Here's Part I of the Colts Mailbag. Part II will run Sunday Mike Wells: Delano Howell appeared to be the frontrunner -- and he still may be -- the entire offseason until the Colts signed Adams to take Corey Lynch's spot on the roster. The Colts could have easily gone out and signed a young player, but they didn't. They signed a proven veteran, one who was on the roster of a team -- Denver -- that played in the Super Bowl last season. Howell lacks starting experience. The Colts aren't handing the starting spot to Mike Adams, but don't be surprised if he ends up starting alongside LaRon Landry at safety. Wells: Second-round pick Jack Mewhort. The offensive lineman is capable of playing all five positions on the line. A positive for Mewhort is that he moved ahead of Lance Louis and was working with the first unit by the end of offseason workouts. The competition for that starting spot will intensify in training camp once Donald Thomas starts practicing. It'll be Louis and Thomas as the two primary players pushing Mewhort for that starting spot. Wells: The Colts have about $13.7 million in salary cap space left. Colts GM Ryan Grigson said a number of times earlier in the offseason that they didn't plan to use all their salary-cap space because they'll have to pay players like Andrew Luck and T.Y. Hilton at some point down road. Wells: That's strictly up to Daniel Adongo. Practice well and play well in the preseason and he'll have a chance to get on the field in a game. The opportunity will definitely be there early in the season when linebacker Robert Mathis is serving his four-game suspension. Playing time at Mathis' position is far from set. It's up to Adongo to prove he deserves to get snaps. Wells: It's way, way too early to tell if Ahmad Bradshaw can stay healthy. Teams don't wear pads during offseason workouts, and even then, Bradshaw joined the quarterbacks and fellow running back Trent Richardson by wearing a red non-contact jersey. Bradshaw's health was the only thing that stopped him from being the Colts' starting running back last season. Bradshaw and Richardson were the only two running backs of three expected to push for the starting spot to take part in offseason workouts. Vick Ballard, the third, is still working his way back from a torn ACL.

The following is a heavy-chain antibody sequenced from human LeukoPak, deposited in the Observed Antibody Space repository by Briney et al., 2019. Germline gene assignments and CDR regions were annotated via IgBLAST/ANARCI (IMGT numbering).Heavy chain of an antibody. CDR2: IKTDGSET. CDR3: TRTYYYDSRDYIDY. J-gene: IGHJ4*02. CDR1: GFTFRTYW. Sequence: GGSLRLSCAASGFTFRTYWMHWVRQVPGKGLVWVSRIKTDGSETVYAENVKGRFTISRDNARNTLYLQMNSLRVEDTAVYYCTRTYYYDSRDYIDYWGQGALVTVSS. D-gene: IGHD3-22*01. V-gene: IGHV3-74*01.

INDIANAPOLIS -- Giving the veteran players the final day of minicamp off wasn't the only thing Indianapolis Colts coach Chuck Pagano told his team before parting ways for the final five weeks before training camp.

Pagano
Pagano's other message to his players was: Avoid causing negative headlines for the franchise.

That's an understandable message from Pagano considering the Colts had three players get in trouble in the summer of 2013.

Receiver LaVon Brazill and tight end Weslye Saunders were suspended by the NFL for violating league policies. Saunders was released and later re-signed. Safety Joe Lefeged was arrested in Washington.

The last thing the Colts need is anymore more negative headlines since owner Jim Irsay (arrested) and linebacker Robert Mathis (suspended) have already given the franchise some unwanted attention this offseason.